3. Closer Collaboration with Regional Partners

FDA will continue to seek to work more closely with regulatory partners (e.g., state, local, and international officials) to develop risk control and enforcement strategies, as these entities have more authority to take action quickly than FDA. “When the public health is at risk, the FDA will reach out to our partners to take rapid action while we alert the public and prepare longer-term responses.”

4. Prioritize Enforcement Follow-Up

FDA will prioritize its follow-up with non-compliant firms. After a warning letter is issued or a product recall occurs, FDA will “make it a priority to follow up promptly with appropriate action.” This may include an inspection or investigation to ensure the problem has been resolved.

5. Swift and Aggressive Action Without a Warning Letter

FDA is prepared to take swift aggressive action to protect the public. The agency will no longer issue multiple warning letters. In addition, FDA will consider immediate action, such as action before it issues a warning letter, to address significant health concerns or egregious violations. Although FDA has had the authority to take enforcement action without issuing a warning letter, the agency generally reserves use of enforcement actions such as seizure or injunction for serious public safety situations requiring immediate action to stop manufacturing or distribution to prevent harm.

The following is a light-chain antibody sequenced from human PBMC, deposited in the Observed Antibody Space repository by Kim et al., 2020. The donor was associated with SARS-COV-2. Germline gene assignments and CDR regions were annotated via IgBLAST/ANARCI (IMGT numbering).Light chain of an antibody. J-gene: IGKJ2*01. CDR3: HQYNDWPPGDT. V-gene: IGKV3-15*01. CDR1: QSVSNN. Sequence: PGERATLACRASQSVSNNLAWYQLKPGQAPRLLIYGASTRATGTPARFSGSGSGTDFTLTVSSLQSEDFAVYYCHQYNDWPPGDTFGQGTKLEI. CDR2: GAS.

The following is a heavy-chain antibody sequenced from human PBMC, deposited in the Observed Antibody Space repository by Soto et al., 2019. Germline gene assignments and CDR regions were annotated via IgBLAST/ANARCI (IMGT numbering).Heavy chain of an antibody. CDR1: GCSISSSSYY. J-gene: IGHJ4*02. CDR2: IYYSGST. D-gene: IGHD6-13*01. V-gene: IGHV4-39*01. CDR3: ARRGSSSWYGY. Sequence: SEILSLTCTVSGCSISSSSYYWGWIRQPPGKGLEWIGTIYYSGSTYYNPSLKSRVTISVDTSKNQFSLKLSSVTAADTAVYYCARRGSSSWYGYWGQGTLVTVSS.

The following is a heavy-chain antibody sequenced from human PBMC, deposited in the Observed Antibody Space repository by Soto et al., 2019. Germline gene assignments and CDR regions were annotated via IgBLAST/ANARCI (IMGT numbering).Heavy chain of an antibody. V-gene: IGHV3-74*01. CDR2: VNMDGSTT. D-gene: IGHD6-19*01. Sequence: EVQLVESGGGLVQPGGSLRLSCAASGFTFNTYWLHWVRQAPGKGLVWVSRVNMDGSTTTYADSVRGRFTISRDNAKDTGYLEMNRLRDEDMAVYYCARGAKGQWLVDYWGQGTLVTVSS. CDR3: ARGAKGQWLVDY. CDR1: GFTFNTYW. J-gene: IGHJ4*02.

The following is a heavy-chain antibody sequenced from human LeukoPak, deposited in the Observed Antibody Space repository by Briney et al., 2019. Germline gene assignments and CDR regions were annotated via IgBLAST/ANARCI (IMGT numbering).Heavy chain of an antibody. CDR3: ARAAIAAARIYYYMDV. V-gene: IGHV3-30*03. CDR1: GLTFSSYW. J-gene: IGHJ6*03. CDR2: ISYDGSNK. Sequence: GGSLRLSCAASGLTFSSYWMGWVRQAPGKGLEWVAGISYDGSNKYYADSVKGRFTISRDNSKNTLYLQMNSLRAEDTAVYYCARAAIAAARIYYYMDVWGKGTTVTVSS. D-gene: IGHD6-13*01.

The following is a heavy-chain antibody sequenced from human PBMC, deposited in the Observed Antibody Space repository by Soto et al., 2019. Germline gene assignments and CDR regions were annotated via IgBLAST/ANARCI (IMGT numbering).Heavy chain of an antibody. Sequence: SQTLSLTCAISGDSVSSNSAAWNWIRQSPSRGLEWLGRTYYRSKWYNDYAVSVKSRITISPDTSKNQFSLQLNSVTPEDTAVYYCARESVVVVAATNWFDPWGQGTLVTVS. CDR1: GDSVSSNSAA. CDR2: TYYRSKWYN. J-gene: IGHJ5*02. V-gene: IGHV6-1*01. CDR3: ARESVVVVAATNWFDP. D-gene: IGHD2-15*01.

6. Warning Letter “Close-Out” Process

FDA is developing a formal warning letter close-out process. For example, after FDA reinspects a facility to ensure that a firm has fully corrected violations identified in a warning letter, FDA may provide to the firm a formal “close-out” letter, indicating that the issues have been successfully addressed. This letter will then be posted on FDA’s website. However, not every warning letter will be eligible for a formal close-out letter. Such letters will likely be sent to companies with a history of ongoing violations. 

Commissioner Hamburg expects these new policies will ensure violative inspection results are taken seriously, warning letters and enforcement actions occur in a timely manner, and steps are taken promptly to protect consumers.

CMS Proposes to Relax Controversial Physician Supervision Requirements for Hospital Outpatient Services

On July 1, 2009, the Centers for Medicare & Medicaid Services (“CMS”) proposed to relax its controversial position concerning physician supervision of hospital outpatient services. The hospital industry had recently been vocal in its objection to CMS’s position, and the latest proposal signifies a potential important win for hospitals. If adopted, hospitals will be able to meet Medicare supervision requirements for outpatient services, without incurring some of the high costs necessary to ensure physician presence while those services are furnished.